Now all roads lead to France and heavy is the tread
Of the living; but the dead returning lightly dance.
Edward Thomas, Roads

Thursday, February 1, 2018

Railroads and the Great War

British Rail Yard at Poperinghe, Flanders

The First World War began and ended on rails. The 1914 mobilizations of the powers were accomplished with thousands of trains moving troops to their jump-off points. The fighting ended with the Armistice signed in Marshal Foch's private rail coach in a clearing in the Compiègne Forest. In between, the rail networks were essential for sustaining the fronts during the long period of trench warfare, and for assembling the shells, food, and stores for launching the great battles like the Somme. The Miracle of the Marne turned on Joffre's superior use of rail to re-array his forces. Creating and sustaining the trenches of the Western Front was impossible without the support of vast rail networks.  

Advanced German Supply Depot

Later, the big battles of the war would depend on transporting huge stocks of shells and reinforcements for both attackers and defenders. France's defense of Verdun, for example,  was sustained during the great 1916 assault by a light-rail line paralleling the Voie Sacrée. And when the great rollback of the Western Front occurred in 1918, the Allies staged their battles either to protect their own lines such as at Amiens and  near St. Mihiel or to attack the German network as in the Meuse-Argonne Offensive, which successfully closed the strategic Metz-Sedan-Mézières line. For all that is written about the tactical excellence of the German Army, it is not an exaggeration to say that the Allied leaders consistently showed a higher appreciation of the importance of railroads for their armies throughout the war.   With our Centennial point of view, this year we will be featuring material on the American participation this year. One of the greatest contributions of the still-arriving American Expeditionary Force would be a massive expansion of Allied rail capability. They would bring over 1,000 locomotives and 20,000 cars, add 1,200 km of lines and provide tens of thousands of engineers  and laborers to operate and maintain the rail network. 

American Labor Battalion Repairing a Spur

My view is that railroad's story is the most neglected important aspect of the Great War.


  1. An enjoyable mystery novel based on the 'North Eastern Railway Battalion' is Andrew Martin's The Somme Stations, reviewed here in January, 2014.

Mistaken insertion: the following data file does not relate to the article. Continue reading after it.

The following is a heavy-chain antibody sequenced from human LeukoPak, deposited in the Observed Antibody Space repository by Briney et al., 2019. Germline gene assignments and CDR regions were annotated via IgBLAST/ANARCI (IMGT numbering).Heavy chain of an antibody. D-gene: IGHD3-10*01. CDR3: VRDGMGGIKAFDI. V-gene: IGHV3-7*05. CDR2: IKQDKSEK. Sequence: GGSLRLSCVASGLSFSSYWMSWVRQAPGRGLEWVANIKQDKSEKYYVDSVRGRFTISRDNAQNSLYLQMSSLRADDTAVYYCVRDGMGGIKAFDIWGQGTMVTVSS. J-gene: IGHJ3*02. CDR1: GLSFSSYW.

2. AEF Infantry (32nd Division is in my history) were put at "hard labor" building new railroads and warehouses soon after they arrived in France in March 1918. I'm sure this contributed greatly to the ultimate success of AEF forces in France.

  3. This account about railroads in WW I, is often a hidden story of WW I, amidst all the stories of battles. It is the huge story of logistics in war (beans, bullets, fuel), the SOS troops, and the trains that transported troops and material from seaports to the front to fight the war in France.

    One aspect of the railroad story in France was the story of the U.S. Post Office's Railway Mail Service and the Railway Post Office lines and RPO crews that brought the mail to the dough-boys by rail in WW I France.

    Here is a two part series entitled "The Railway Mail Service Goes to War: Bringing the Mail to Doughboys in WW I France" for "Roads to the Great War," telling the story of the Railway Mail Service with the AEF in 1917-1918 which later launched the Military Postal Service in the summer of 1918 for the US Army.

    Part 1 was posted on the website on October 7, 2016 (see: ) and Part 2 was posted on Saturday October 8, 2016 (see: ).

    Railroads played an important role in The Great War story. Every Doughboy who got mail from home and sent letters back, got their mail by rail in WW I.

    Thanks for telling this great story.

  4. In the military mind, logistics take centre stage, but the arm-chair warrior mainly focusses on how battles unfold. For the latter, rear area activities are hardly ever considered. So railways, to amplify Mr Thompson's comment, are not the only "essential service" to have been largely ignored in popular accounts of the war. But at least the British Official History was decent enough to give "Transportation on the Western Front" a whole volume to itself!

  5. Glad to see this post on the railroaders, of which my grandfather was one. The 13th Engineers (Rwy), which handled the railways around Verdun, were also in France attached to the 2nd French Army long before regular American troops arrived.

  6. Interesting to compare with a prior German generation, the one that used rail so effectively at Königgrätz and Sedan.